On Sunday, Lawrence Summers, the director of the White House National Economic Council, described the bonuses as outrageous, but he said the bonuses are part of a contract:--
Lawrence Summers: “We are a country of law. There are contracts. The government cannot just abrogate contracts. Every legal step possible to limit those bonuses is being taken by Secretary Geithner and by the Federal Reserve system.”Eli Stephens writes, Funny how that objection to abrogating contracts and the "very, very destabilizing consequences" doesn't come up when the contracts being abrogated are those with GM and Ford workers, or San Francisco Chronicle workers, or anyplace else where it's the workers who are suffering. Au contraire, it's precisely those cases where members of Congress actively call for the abrogation of contracts.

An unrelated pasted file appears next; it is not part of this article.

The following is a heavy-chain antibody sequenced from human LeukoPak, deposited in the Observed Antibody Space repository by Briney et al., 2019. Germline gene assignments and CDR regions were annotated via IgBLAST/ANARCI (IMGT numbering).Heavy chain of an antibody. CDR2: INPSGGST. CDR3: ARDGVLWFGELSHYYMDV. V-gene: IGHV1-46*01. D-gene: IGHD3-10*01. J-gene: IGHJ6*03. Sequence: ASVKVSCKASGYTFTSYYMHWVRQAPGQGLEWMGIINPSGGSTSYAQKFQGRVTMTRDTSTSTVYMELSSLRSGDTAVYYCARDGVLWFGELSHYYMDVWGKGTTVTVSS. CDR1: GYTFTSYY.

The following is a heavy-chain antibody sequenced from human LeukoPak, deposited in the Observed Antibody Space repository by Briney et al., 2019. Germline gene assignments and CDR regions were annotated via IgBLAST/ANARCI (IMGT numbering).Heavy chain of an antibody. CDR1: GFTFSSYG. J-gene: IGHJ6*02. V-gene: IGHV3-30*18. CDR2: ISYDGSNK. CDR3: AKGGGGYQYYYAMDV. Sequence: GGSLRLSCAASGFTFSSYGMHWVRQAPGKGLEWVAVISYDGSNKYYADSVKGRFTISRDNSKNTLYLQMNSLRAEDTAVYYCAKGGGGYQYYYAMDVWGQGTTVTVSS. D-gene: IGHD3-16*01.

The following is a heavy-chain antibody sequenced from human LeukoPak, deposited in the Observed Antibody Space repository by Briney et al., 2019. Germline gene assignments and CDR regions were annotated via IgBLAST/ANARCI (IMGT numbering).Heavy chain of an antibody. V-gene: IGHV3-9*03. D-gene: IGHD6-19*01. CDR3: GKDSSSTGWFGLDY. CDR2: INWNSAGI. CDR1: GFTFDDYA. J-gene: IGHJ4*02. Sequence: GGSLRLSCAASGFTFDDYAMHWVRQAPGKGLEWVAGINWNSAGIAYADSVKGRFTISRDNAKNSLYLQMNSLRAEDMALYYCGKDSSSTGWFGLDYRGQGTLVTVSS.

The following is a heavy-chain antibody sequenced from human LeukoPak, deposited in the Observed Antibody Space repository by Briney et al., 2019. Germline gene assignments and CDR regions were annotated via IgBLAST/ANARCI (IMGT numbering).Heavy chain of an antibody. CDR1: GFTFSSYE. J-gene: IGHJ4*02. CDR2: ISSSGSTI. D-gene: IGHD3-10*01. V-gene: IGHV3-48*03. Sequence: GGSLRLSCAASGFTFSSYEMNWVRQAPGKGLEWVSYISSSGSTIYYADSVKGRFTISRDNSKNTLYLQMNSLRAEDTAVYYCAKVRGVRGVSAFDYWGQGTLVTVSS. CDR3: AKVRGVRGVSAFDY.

Just like "freedom of speech" belongs to those who own the presses and the airwaves, the "law" belongs to those who own the country. For the rest of us, it's a thin layer of ice which can be shattered at any moment.
On the car radio, I've listened to some of these call-in programs (c.f. "On Point"), and surely people are outraged, but the discussion doesn't go beyond that.
Richard Estes, telling it like it really is and what we might expect, Allow me to translate this for you: everything is going according to plan, right down to the faux outrage expressed by Geithner and Summers. Summers' reliance upon pre-existing contracts to justify inaction is particularly mendacious.
We are entering the early stages of this process, with capital retaining as many privileges as possible, despite the catastrophic failure of those who managed it, while the workers who have already been victimized, are called upon to sacrifice, even those with the contractual protections commonly utilized by bankers and investors. Will we eventually rebel? There is no sign of it. But if we do, how will Obama respond? Well, the Pentagon is already anticipating the deployment of troops to deal with domestic unrest.